When Josh Manion, CEO and Founder of Ensighten called people and said, “I’ve got an application that is one line of code, supports every application, makes your site faster, and works in every environment,” he heard a chuckle at the other end.
That was 2009. Fast forward to 2012. Those prospects are now customers with the average customer paying low six figures a year. The company has been granted a patent for online consumer privacy management with several patents pending on its core technology. The provider of enterprise tag management recently raised $15.5 million in Series A financing, led by Volition Capital with participation from Eastern Advisors and Floodgate Fund.
And they are growing at a pace which their CEO describes as “sometimes stressful.”
Vice President of Marketing, Des Cahill told Patch that the company has served 750 billion tags to date with 300 billion being served in Q2 of 2012 alone, which is a 40 percent quarter-over-quarter growth.
Ensighten’s tag management solution allows businesses to manage their websites more effectively by replacing hundreds of lines of code with a single line of code per page. This enables real time marketing, boosts site performance and ensures privacy and data compliance across all devices including mobile.
“Ensighten’s approach uses a backend rules engine to make decisions on every page. When a new page is delivered, the tag engine is contacted and rules are run in a central location rather than a browser,” said Bill Gassman, research director at Gartner, talking of their architecture that, “allows for extremely sophisticated tagging.”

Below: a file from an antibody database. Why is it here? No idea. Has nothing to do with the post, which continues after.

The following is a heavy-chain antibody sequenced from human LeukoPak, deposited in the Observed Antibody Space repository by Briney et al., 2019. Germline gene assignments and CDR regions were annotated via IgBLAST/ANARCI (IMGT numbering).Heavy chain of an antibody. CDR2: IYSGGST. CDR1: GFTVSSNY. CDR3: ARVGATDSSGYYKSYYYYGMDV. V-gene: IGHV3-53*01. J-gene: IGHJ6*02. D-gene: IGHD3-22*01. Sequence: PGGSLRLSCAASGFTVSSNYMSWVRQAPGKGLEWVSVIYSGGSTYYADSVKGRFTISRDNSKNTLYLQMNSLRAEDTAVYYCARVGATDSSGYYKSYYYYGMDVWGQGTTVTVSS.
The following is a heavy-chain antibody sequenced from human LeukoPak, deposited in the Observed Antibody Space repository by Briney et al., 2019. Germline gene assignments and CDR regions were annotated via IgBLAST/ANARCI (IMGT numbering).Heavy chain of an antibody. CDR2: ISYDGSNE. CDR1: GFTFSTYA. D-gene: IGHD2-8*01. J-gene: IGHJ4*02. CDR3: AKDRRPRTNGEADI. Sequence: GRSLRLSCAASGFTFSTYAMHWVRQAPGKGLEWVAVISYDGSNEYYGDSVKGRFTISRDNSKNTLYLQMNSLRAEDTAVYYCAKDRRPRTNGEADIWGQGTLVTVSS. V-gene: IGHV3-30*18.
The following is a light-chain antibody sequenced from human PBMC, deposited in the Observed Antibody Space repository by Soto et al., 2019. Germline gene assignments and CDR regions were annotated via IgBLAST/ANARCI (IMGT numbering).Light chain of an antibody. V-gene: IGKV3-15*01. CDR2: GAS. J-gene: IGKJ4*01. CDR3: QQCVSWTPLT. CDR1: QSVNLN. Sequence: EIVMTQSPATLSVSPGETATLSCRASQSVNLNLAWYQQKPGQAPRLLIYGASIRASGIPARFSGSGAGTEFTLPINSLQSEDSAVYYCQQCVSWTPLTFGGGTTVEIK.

Headquartered in Cupertino, and with an office in London, it was not long back that Ensighten occupied a 500 square foot office on Castro Street in Mountain View. “My office was so small that I could touch all four walls while sitting on a chair and stretching my arms,” jokes Manion.
The company was born out of tag management pain that Manion lived as CEO of Stratigent, a web analytics and marketing optimization consultancy. “2009 was really the tipping point,” says Manion. “There were plenty of tags, and with a very strong use for every tag, the result was a completely unmanageable mess with everything hardcoded onto the page.” The result was extreme lack of marketing agility and poor site performance.
He and his team at Stratigent built a TMS prototype and conducted a test market. “When we took the resonance of the response we got to market, it was massive,” says Manion. And Ensighten was born on December 30, 2009.
Today Ensighten has leading brands like Sony, Microsoft, Staples, United Airlines, and Monster as customers. Subaru of America was able to decrease their homepage load time by 2.72 seconds by switching to Ensighten.
Within tag management, Gassman sees two markets: One for advertising; the other for optimization and customer experience. Players like TagMan and BrightTag that are reasonably good with attribution of calculations, focus on advertising while Ensighten and Tealium score on optimization.
Google’s entry with its free Google Tag Manager is expected to significantly raise awareness and impact the tag management landscape, like it had done with Google Analytics in 2005. This would present companies like Ensighten and Tealium with a golden market opportunity.
“Google Tag Manager is more appropriate for those who have a few tags, and tags are not a critical element of their business,” Gassman told Patch. “Ensighten is more relevant in complex situations where tagging is a critical element of business.”
With Google entering the market and a market penetration of under two percent, the tag management space seems ripe for disruption.
Know of start-ups, new or unique businesses in Cupertino you'd like to learn more about? Send suggestions to Anne.Ernst@Patch.com.